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tinnitus

Imagine listening to a chorus of a thousand cicadas or spending the night in a field with a multitude of crickets. For most of us, these songsters are just summer's background sounds. But many folks cannot escape from similar sounds coming from inside their heads. Is this resemblance another one of Nature's secrets? Meanwhile, in the extreme of this condition fear takes hold as the nonstop ringing brings on a growing sense of loss of control trapping the sufferer in the grip of mental torture.

Perhaps a dooming prognosis for a problem but it is pretty well overlooked by society as a whole and experienced widespread worldwide. Researchers Kochkin and Tyler estimate 10% to 15% of the US population experience persistent chronic tinnitus (ringing in the ears or head noise). Out of half of those bothered by it, 1% say tinnitus "substantially" affects their lives. This article attempts to shed some light on this baffling affliction, its causes, and offer some current research so we may stay "tuned in" with tinnitus!

So what is tinnitus and what causes it? Allow me to use a personal example to illustrate how I waded through the complexity of all this. Since you associate the noises as coming from inside your ear, you may have considered an appointment with an audiologist.* First, he or she will ask if you have been recently traumatized by any noise. It's been only in the last eight months or so since I've started hearing this high pitched buzzing sound. I use "ear" in the singular because I only have one good ear. The left ear has been dead since early childhood when the mumps virus wiped out all my inner ear reception features. I was lucky not to lose all hearing. I noticed the ringing coming on after being subjected to a piercing incessant fire alarm signal lasting about ten minutes in an enclosed room at a nursing home. Later I had a high altitude flight accompanied by severe ear pain, as well as an upper respiratory infection requiring penicillin treatment. I posed the question to my audiologist who booked an appointment for me. She performed a routine hearing test, removed some wax and found that my good ear had lost some higher frequency sounds due to healthy aging. I wondered if there was an association between these three events and my tinnitus.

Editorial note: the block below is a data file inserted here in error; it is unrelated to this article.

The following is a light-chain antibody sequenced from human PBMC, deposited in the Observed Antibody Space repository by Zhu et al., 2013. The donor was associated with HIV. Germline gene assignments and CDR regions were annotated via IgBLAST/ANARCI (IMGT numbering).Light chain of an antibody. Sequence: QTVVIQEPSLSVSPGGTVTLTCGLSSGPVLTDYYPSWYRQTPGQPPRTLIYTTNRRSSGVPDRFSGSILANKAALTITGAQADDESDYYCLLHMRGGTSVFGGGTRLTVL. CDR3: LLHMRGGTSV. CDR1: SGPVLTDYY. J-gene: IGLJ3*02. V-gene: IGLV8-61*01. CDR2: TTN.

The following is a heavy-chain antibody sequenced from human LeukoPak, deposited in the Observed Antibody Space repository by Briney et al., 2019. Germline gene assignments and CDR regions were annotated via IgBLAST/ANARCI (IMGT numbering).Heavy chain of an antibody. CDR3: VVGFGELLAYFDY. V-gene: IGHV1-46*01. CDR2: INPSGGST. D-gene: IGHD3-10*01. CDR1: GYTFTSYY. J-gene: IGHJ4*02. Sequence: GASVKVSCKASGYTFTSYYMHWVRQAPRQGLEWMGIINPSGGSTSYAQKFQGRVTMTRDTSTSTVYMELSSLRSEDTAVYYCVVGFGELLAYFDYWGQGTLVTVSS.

She explained that by law they make fire alarms within certain decibel limits. In Ontario, the limit is well below the 135dB maximum for the unprotected ear. Prolonged exposure to loud noise experienced by factory workers, for example, can damage the tiny sensory hair cells in the ear that transmit sound to the brain. Although this is the most common cause of tinnitus, it was not my issue. Aircraft passengers often experience a “popping” sensation or pain in the ears caused by air escaping from the middle ear and the sinuses during the plane’s climb. "Popping" is not usually considered a problem for healthy people. I guess I got over that too. Over the last few months, the ringing has subsided from a 6-7 out of 10 to 2-3 out of 10 after the infection was over.

Still after looking at some of the listed causes none stood out. My audiologist reinforced the research findings by stating that tinnitus and hearing loss are linked, but tinnitus does not result in the loss, nor does hearing loss always cause tinnitus. It can occur on its own without any apparent reason.

Still after looking at some of the listed causes none stood out…

In his internet article, "Living with Tinnitus" Michael J.A Ross, M.D., notes that hearing aids can be “ the closest thing to a cure.” A survey of 230 hearing care professionals suggests that six out of ten patients experience minor or major relief when wearing hearing aids. Sadly, even with all the resources, we have few people come forward for help. Perhaps it's possible I won't have to be my field of crickets. Even more, I realized this was not something that was just going to go away by itself, and it could get worse. But there are still options available.©

Tuning In With Tinnitus

Date

April 15, 2015

Author

James Kershaw

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Jim Kershaw says

December 13, 2016,

Lost some high frequency sounds. Got a hearing aid this Fall.

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